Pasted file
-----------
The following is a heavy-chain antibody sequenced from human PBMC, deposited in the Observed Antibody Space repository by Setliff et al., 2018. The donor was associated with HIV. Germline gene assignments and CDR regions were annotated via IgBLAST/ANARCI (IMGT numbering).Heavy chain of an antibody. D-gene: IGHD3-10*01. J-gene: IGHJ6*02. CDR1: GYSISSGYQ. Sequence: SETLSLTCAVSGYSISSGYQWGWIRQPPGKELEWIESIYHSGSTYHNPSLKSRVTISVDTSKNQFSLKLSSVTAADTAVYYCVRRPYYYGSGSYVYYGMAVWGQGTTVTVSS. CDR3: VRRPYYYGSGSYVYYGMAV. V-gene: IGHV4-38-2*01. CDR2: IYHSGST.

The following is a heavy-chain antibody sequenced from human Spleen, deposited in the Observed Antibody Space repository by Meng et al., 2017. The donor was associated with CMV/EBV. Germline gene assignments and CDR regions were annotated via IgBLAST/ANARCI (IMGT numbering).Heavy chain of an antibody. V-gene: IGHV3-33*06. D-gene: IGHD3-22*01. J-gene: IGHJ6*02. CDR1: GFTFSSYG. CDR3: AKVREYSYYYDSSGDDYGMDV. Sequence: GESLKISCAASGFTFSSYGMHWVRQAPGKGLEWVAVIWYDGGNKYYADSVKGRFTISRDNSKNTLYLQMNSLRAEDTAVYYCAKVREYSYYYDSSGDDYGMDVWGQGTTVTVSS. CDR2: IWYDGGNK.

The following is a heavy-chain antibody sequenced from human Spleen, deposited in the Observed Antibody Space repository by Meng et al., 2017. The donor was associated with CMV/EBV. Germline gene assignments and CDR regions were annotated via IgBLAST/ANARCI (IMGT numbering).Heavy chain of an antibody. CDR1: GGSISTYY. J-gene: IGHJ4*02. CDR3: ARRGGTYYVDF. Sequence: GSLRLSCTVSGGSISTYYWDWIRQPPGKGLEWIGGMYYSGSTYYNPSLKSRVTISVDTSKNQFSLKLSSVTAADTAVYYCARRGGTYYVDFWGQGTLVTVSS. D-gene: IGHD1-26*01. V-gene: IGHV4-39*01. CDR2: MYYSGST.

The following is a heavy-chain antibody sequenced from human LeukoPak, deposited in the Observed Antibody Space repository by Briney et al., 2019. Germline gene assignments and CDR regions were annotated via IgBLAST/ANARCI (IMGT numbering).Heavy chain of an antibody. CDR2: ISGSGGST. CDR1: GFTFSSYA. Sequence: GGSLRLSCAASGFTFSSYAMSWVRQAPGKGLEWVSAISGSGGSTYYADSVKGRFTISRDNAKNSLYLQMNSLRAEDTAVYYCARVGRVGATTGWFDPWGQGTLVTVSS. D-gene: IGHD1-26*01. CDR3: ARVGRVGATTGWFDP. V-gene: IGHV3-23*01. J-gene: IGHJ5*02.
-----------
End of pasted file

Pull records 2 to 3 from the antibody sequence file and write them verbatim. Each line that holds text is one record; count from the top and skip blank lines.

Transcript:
The following is a heavy-chain antibody sequenced from human Spleen, deposited in the Observed Antibody Space repository by Meng et al., 2017. The donor was associated with CMV/EBV. Germline gene assignments and CDR regions were annotated via IgBLAST/ANARCI (IMGT numbering).Heavy chain of an antibody. V-gene: IGHV3-33*06. D-gene: IGHD3-22*01. J-gene: IGHJ6*02. CDR1: GFTFSSYG. CDR3: AKVREYSYYYDSSGDDYGMDV. Sequence: GESLKISCAASGFTFSSYGMHWVRQAPGKGLEWVAVIWYDGGNKYYADSVKGRFTISRDNSKNTLYLQMNSLRAEDTAVYYCAKVREYSYYYDSSGDDYGMDVWGQGTTVTVSS. CDR2: IWYDGGNK.

The following is a heavy-chain antibody sequenced from human Spleen, deposited in the Observed Antibody Space repository by Meng et al., 2017. The donor was associated with CMV/EBV. Germline gene assignments and CDR regions were annotated via IgBLAST/ANARCI (IMGT numbering).Heavy chain of an antibody. CDR1: GGSISTYY. J-gene: IGHJ4*02. CDR3: ARRGGTYYVDF. Sequence: GSLRLSCTVSGGSISTYYWDWIRQPPGKGLEWIGGMYYSGSTYYNPSLKSRVTISVDTSKNQFSLKLSSVTAADTAVYYCARRGGTYYVDFWGQGTLVTVSS. D-gene: IGHD1-26*01. V-gene: IGHV4-39*01. CDR2: MYYSGST.